Maize is used as human food, livestock feed, and as raw material in industry. The food uses of maize, in addition to human consumption of maize kernels, include both products of dry- and wet-milling industries. The principal products of maize dry milling are grits, meal and flour. The maize wet-milling industry can provide maize starch, maize syrups, and dextrose for food use. Maize oil is recovered from maize germ, which is a by-product of both dry- and wet-milling industries.
Maize, including both grain and non-grain portions of the plant, is also used extensively as livestock feed, primarily for beef cattle, dairy cattle, hogs, and poultry.
Industrial uses of maize include production of ethanol, maize starch in the wet-milling industry and maize flour in the dry-milling industry. The industrial applications of maize starch and flour are based on functional properties, such as viscosity, film formation, adhesive properties, and ability to suspend particles. The maize starch and flour have application in the paper and textile industries. Other industrial uses include applications in adhesives, building materials, foundry binders, laundry starches, explosives, oil-well muds, and other mining applications.
Plant parts other than the grain of maize are also used in industry: for example, stalks and husks are made into paper and wallboard and cobs are used for fuel and to make charcoal.
The seed of inbred maize line PH5CT, the plant produced from the inbred seed, the hybrid maize plant produced from the crossing of the inbred, hybrid seed, and various parts of the hybrid maize plant and transgenic versions of the foregoing, can be utilized for human food, livestock feed, and as a raw material in industry.
Performance Examples of PH5CT
In the examples that follow, the traits and characteristics of inbred maize line PH5CT are given as a line. The data collected on inbred maize line PH5CT is presented for the key characteristics and traits.
The results in Table 3A compare inbred PH5CT to inbred PH2CB. The results show inbred PH5CT demonstrates significantly higher yields with significantly lower harvest moisture than inbred PH2CB. Inbred PH5CT flowers (GDU SHD and GDU SLK) significantly earlier than inbred PH2CB. Inbred PH5CT presents a significantly shorter plant than inbred PH2CB. Inbred PH5CT shows above average resistance to Fusarium Ear Rot. Inbred PH5CT shows above average cold test results.
The results in Table 3B compare inbred PH5CT to inbred PHN18. The results show inbred PH5CT demonstrates significantly higher yields with significantly lower harvest moisture than inbred PHN18. Inbred PH5CT flowers (GDU SHD and GDU SLK) significantly earlier than inbred PHN18. Inbred PH5CT presents a significantly shorter plant with significantly lower ear placement than inbred PHN18. Inbred PH5CT shows above average resistance to Fusarium Ear Rot. Inbred PH5CT shows above average cold test results.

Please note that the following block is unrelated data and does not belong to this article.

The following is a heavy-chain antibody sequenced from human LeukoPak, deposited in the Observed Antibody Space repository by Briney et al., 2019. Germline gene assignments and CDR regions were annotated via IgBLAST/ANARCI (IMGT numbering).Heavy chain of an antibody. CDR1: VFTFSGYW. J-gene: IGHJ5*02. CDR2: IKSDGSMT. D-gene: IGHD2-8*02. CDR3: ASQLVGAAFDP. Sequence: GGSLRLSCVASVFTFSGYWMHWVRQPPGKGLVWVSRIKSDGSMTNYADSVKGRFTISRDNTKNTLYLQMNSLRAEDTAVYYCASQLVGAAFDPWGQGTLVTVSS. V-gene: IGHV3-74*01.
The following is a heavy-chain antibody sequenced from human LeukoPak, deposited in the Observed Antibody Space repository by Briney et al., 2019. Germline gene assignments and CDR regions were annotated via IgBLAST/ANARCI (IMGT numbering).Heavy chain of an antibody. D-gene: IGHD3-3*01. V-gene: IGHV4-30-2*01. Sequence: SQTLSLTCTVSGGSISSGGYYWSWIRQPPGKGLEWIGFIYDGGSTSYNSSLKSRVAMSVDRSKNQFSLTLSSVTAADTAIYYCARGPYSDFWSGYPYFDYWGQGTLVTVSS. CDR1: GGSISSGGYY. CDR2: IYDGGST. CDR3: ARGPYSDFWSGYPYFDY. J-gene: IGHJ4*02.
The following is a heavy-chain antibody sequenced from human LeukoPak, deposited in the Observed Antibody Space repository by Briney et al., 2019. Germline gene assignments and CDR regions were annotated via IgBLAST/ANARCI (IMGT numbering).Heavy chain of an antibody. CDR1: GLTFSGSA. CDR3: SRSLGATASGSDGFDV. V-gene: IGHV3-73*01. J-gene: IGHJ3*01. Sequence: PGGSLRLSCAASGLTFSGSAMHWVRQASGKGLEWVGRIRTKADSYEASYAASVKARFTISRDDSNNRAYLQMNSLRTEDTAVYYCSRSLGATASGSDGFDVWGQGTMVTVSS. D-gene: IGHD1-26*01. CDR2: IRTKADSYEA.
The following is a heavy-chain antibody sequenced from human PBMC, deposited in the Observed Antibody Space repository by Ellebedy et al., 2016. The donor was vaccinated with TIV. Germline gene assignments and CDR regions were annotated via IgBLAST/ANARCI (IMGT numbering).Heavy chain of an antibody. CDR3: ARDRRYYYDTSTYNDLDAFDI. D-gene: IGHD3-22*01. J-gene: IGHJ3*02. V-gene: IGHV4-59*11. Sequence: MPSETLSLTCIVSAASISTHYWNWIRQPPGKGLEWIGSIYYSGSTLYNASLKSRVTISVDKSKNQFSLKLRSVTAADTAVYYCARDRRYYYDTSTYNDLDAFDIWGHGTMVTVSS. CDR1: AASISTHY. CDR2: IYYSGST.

The results in Table 3C compare inbred PH5CT to inbred PH3GR. The results show inbred PH5CT demonstrates good yields with significantly lower harvest moisture than inbred PH3GR. Inbred PH5CT flowers (GDU SHD and GDU SLK) significantly earlier than inbred PH3GR. Inbred PH5CT presents a significantly shorter plant with significantly lower ear placement than inbred PH3GR. Inbred PH5CT shows above average resistance to Fusarium Ear Rot. Inbred PH5CT shows above average cold test results.
The results in Table 4A compare the inbred PH5CT and inbred PH2CB, when each inbred is crossed to the same tester lines. The PH5CT hybrid demonstrates above average and significantly higher yields with significantly lower harvest moisture than the PH2CB hybrid. The PH5CT presents a significantly shorter plant with significantly lower ear placement than the PH2CB hybrid.
The results in Table 4B compare the inbred PH5CT and inbred PHN18, when each inbred is crossed to the same tester lines. The PH5CT hybrid demonstrates above average yields with significantly lower harvest moisture than the PHN18 hybrid. The PH5CT presents a significantly shorter plant with significantly lower ear placement than the PHN18 hybrid. The PH5CT hybrid shows above average resistance to brittle stalk.
The results in Table 4C compare the inbred PH5CT and inbred PH3GK, when each inbred is crossed to the same tester lines. The PH5CT hybrid demonstrates good yields with significantly lower harvest moisture than the PH3GK hybrid. The PH5CT hybrid flowers (GDU SHD and GDU SLK) significantly earlier than the PH3GK hybrid. The PH5CT presents a significantly shorter plant with significantly lower ear placement than the PH3GK hybrid. The PH5CT hybrid shows above average and significantly better resistance to brittle stalk than the PH3GK hybrid. The PH5CT hybrid demonstrates above average resistance to Fusarium Ear Rot and good resistance to Common Rust.